Tag Archives: waking up

No conception of time

I’m always going to bed way too late, like I try to commit myself to being asleep by midnight, but it never happens. I don’t know why, but whenever I try to get myself to abide by a schedule, time has a way of skipping past my consciousness in twenty-minute chunks at a time. So I’ll be on the computer, it’s eleven forty-five, I think, OK, fifteen more minutes and then I’ll go to sleep. And then it’s past two in the morning.


That’s OK, I’ll tell myself, as long as I get up early, I’ll make up for the lost time. But my alarm goes off and my body gets out of bed and walks across the room to shut it off, all without even disturbing me from my sleep. And then it’s ten o’clock. Which, yeah ten is kind of late to sleep in, but I work at night, and so it’s not totally unreasonable. And besides, I still have five or six hours before I have to head back to the restaurant, I should be able to make constructive use of my time.

And then it’s noon, and I’m still in my pajamas. And actually starting the day, it shouldn’t be this hard. But there are so many little steps that I need to complete to get past this late morning limbo that I’m stuck in. I need to brush my teeth, go to the bathroom, get dressed, make the coffee, take my dog for a walk, come back in, eat breakfast, and then brush my teeth and take a shower.

But I’ve been thinking about it too much, how I’m going to get started right away, how if I can ust concentrate on completing each mini task as efficiently and quickly as possible, I shouldn’t really have to spend more than half an hour, tops. But now it’s getting close to one-thirty, and so the idea of breakfast is slowly starting to merge into where lunch should be. I’m figuring that I’m probably only going to have enough time for one meal, something closer to three, I’ll make myself a big sandwich or I’ll buy some pizza and I can just eat my cereal as a dessert.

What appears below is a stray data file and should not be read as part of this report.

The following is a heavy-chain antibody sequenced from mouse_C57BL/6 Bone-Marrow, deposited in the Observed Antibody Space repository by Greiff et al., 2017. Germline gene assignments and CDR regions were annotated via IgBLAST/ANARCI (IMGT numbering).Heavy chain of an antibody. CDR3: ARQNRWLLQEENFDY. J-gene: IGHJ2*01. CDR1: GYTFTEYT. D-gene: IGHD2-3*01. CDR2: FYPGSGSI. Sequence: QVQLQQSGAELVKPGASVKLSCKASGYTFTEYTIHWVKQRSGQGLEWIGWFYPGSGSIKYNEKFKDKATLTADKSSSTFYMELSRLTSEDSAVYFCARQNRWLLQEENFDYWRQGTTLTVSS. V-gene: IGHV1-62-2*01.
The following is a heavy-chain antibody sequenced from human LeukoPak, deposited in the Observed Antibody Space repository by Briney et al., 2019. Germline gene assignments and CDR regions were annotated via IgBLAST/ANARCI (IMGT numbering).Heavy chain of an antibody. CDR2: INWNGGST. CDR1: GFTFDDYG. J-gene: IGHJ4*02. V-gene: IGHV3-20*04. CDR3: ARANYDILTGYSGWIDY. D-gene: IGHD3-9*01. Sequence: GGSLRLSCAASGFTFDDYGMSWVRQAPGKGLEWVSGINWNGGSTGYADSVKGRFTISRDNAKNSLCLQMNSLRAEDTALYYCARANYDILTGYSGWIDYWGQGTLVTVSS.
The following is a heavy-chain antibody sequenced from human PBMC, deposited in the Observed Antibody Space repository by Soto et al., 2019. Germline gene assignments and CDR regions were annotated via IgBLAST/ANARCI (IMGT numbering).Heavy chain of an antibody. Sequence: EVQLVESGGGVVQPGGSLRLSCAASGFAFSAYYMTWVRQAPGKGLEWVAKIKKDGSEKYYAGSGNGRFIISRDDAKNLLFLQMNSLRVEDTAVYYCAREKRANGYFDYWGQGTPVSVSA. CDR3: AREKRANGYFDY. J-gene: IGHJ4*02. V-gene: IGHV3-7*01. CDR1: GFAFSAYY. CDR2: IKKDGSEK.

It’s too much thinking, I can’t believe I’ve already spent this much time not doing anything, two o’clock already and I’m still in my pajamas. Wasn’t I supposed to get some writing done? Didn’t I have plans to go for a run, maybe get to the gym? Nothing’s going to fit into my schedule anymore. And I’ve got to be real here, I don’t have a schedule, I don’t have anything, not even a basic conception of how long a minute lasts, ten minutes, half an hour.

Shit, I’ve really got to get going, at this point I’m going to be late for work. It’s OK, I’ll just drink coffee when I get to the restaurant. Hopefully I’ll have enough time to grab a stale bagel at the coffee shop next door. What about my writing? Well maybe I’ll get some done when I get home from work. That’s what I’ll tell myself, even though I know it’s never going to happen.

Or, I wish that I could tell myself that it’s never going to happen. If I were sure that there was no chance of me coming home and starting my productivity at close to midnight, I’d put it out of my head, I wouldn’t entertain the possibility that it could happen. But once out of every thirty or forty times, I actually will come home and start working. I’ll get this insane focus to just sit down and crank out some writing. And it’s not forced and I’m not compulsively checking the Internet every ten seconds.